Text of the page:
12 Things You Didn't Know the iPad Could Do

The virtual trackpad, voice dictation, and more

Apple pumps new features into the iPad every year with a major new release of iOS, which is the operating system that runs the iPad, iPhone, and Apple TV. They are constantly pushing the boundaries of what a mobile operating system can do by adding rich features like extensibility and continuity. And if you have never heard of either of those features, join the crowd. The downside of adding a lot of new features each year -- especially when they have obscure names like "extensibility" — is that most people will never hear of them. Which means many people will never use them.

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The Virtual Touchpad

Woman downloading software on iPad
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If you have ever tried to select text by tapping your finger on a word and then manipulating the selection box, you know it can be harder than it sounds. Simply positioning the cursor using your finger can sometimes be difficult. 

That's where the virtual touchpad comes into play. Anytime the on-screen keyboard is displayed, you can activate the virtual touchpad by pressing two fingers down on the keyboard. The keys will disappear and the keys will act like a touchpad, allowing you to move the cursor around the screen or select text quickly and more accurately.

If you do a lot of writing on the iPad, this feature can be a real timesaver once you get used to it. Copying and pasting are a lot easier once you can easily select a block of text.  

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Quickly Switch Between Apps

Multitasking on an iPad

A lot is made about the iPad's slide-over and split-screen multitasking abilities, but unless you have an iPad Air or newer, you will be unable to use these features. And do you even really need them?  

The iPad has two neat features that combine to create the semblance of multitasking.  The first is fast app switching. When you close an app, the iPad doesn't actually close it. Instead, it keeps the app in memory in case you need to open it again. This lets you quickly jump between multiple apps without waiting for load times.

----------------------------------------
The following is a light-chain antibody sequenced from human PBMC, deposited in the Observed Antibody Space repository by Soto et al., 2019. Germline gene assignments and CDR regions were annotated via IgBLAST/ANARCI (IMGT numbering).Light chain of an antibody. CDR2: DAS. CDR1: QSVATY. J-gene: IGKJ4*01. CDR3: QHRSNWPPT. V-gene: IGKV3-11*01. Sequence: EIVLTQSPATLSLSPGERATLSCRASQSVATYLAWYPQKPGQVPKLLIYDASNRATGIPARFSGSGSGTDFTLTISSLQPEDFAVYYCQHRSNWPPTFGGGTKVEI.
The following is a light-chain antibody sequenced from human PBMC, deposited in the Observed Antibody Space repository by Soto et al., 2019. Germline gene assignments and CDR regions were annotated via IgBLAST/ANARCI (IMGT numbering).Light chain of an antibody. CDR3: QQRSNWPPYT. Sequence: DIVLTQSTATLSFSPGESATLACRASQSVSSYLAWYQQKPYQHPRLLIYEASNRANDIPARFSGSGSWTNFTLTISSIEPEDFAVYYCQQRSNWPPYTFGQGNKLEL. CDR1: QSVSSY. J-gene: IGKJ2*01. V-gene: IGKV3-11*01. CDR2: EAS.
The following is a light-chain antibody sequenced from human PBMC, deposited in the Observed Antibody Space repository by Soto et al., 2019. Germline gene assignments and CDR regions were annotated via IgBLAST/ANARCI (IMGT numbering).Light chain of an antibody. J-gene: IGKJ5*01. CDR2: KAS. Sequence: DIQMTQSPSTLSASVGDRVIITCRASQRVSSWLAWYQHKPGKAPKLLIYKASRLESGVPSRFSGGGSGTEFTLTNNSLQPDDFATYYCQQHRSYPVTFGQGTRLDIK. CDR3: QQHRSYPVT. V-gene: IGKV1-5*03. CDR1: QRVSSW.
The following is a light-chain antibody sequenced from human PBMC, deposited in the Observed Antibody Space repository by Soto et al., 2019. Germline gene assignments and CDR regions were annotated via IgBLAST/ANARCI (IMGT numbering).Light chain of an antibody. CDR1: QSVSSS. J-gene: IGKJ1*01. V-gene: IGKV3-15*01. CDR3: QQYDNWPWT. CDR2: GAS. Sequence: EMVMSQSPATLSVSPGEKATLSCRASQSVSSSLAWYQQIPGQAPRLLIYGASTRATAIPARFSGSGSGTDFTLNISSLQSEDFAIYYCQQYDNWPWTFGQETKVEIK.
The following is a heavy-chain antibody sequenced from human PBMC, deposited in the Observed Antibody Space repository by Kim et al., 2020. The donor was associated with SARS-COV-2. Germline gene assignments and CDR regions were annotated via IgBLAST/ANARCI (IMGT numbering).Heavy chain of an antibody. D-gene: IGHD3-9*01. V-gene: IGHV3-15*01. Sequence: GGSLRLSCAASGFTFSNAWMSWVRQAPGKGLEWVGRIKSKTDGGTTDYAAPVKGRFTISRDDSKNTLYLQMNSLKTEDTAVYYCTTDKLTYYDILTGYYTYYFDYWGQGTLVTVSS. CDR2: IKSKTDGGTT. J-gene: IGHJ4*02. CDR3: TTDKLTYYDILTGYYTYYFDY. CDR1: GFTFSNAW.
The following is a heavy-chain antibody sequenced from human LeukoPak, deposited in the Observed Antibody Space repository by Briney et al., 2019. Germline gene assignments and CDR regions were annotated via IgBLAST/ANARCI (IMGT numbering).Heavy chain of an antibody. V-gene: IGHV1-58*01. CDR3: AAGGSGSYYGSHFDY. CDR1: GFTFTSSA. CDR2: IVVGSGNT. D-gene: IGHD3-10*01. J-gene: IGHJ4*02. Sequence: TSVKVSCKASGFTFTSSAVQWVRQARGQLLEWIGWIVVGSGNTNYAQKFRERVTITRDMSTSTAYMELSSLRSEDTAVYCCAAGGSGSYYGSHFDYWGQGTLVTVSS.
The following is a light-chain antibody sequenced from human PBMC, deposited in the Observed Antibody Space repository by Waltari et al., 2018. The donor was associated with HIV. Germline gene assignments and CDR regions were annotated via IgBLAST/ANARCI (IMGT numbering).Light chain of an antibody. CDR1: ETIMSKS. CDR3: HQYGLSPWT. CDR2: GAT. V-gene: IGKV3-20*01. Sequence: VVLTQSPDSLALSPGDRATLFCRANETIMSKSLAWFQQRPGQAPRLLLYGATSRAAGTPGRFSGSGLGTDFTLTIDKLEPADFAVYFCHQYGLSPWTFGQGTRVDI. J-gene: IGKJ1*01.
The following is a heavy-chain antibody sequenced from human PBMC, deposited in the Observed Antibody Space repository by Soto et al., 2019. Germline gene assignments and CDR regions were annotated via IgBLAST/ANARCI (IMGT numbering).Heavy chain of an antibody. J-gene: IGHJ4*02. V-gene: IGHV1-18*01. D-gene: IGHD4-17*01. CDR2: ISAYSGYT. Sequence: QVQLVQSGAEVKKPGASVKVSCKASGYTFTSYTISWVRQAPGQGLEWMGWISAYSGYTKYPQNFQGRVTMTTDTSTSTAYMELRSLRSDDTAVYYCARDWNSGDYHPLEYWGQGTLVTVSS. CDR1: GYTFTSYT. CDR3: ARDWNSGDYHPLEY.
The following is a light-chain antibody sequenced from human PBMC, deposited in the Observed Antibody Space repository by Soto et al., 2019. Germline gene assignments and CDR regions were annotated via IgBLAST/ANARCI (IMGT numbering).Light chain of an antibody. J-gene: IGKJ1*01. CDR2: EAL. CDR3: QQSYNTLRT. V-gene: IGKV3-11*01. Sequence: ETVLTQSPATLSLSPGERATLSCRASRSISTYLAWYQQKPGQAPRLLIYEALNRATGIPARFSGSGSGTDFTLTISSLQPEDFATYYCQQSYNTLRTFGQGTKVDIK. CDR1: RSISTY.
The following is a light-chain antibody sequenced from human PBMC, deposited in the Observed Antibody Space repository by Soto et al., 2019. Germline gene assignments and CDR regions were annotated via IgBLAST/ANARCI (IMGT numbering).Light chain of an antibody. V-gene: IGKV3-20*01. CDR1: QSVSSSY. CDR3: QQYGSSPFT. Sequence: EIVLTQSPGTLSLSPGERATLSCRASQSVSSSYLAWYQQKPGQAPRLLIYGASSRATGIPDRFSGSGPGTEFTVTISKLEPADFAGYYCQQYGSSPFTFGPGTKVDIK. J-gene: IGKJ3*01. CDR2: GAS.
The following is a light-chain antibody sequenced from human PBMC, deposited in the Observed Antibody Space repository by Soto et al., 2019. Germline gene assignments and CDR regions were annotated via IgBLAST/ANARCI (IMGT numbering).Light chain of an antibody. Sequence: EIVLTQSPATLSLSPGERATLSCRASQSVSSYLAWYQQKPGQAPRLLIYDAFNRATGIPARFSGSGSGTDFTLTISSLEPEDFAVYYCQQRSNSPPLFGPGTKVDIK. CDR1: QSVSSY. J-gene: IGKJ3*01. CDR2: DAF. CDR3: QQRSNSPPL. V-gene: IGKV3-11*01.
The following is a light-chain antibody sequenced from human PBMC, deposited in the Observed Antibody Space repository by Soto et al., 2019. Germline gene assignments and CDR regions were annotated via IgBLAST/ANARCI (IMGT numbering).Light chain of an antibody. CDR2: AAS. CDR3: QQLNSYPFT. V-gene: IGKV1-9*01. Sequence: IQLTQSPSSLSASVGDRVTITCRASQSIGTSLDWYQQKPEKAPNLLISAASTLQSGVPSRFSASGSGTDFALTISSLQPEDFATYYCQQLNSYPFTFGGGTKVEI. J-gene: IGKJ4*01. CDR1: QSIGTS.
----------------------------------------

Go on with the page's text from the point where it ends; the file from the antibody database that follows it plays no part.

The iPad also supports something called "multitasking gestures." These are a series of gestures that help you jump between apps quickly and efficiently. The main gesture is the four-finger swipe. You place four fingers on the iPad's display and move them from left-to-right or right-to-left to switch between your most recently used apps.

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Voice Dictation

Voice dictation feature on iPad

Not great at typing on the on-screen keyboard? No problem. There are a number of ways to get around this problem, including hooking up an external keyboard.  But you don't need to buy an accessory just to type up a letter. The iPad is also great for voice dictation. 

You can dictate to the iPad any time the on-screen keyboard is displayed on the screen. Yes, this includes typing in a text message.  Just tap the key with the microphone on the left side of the space bar and start speaking.   

You can also use Siri to dictate text messages with the "Send Text Message to [person's name]" command. And if you want to dictate a note for yourself, you can ask her to "Make a note" and she'll let you dictate a note and save it in the Notes app. These are just a few of many ways Siri can help boost your productivity, so if you haven't gotten to know Siri, it's worth your while to give her a chance.  

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Launch Apps With Siri

Man holding iPad air
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Speaking of Siri, did you know she can find and launch apps for you? While Apple lauds her ability to place phone calls, find movie times and make restaurant reservations, perhaps her most useful function is to simply launch any app you want by saying "Open [app name]".  

This beats hunting down the app from several screens filled with icons. If you don't like the idea of talking to your iPad, you can also launch apps using Spotlight Search, which is also often quicker than looking for the icon. 

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The Magic Wand That Makes Your Photos Pop With Color

Photo app editor on iPad

Have you ever wondered how photographers take such great photos? It isn't all in the camera or the photographer's eye. It's also in the editing.

The cool thing is that you don't need to know a lot about how to edit photos to make your photos look better. Apple's done the heavy lifting by creating a magic wand we can wave over the photo to magically make the lighting and colors pop right out of the image.

OK. It's not magic. But it's close. Simply go into the Photos app, choose the photo you want to edit, tap the Edit link at the top of the screen and then tap the magic wand button, which is located either at the bottom of the screen or to the side depending on how you are holding the iPad.

You'll be amazed at how good a job the button can do. If you like the new look, tap the Done button at the top to save the changes.

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Lock the iPad's Orientation Through the Control Panel

Overview of iPad controls

Many people don't know about the iPad's Control Panel, which makes it a good candidate for this list. You can use the control panel to control your music, turn Bluetooth on or off, activate AirPlay so you can send your iPad's screen to your Apple TV, adjust the brightness and many other basic functions.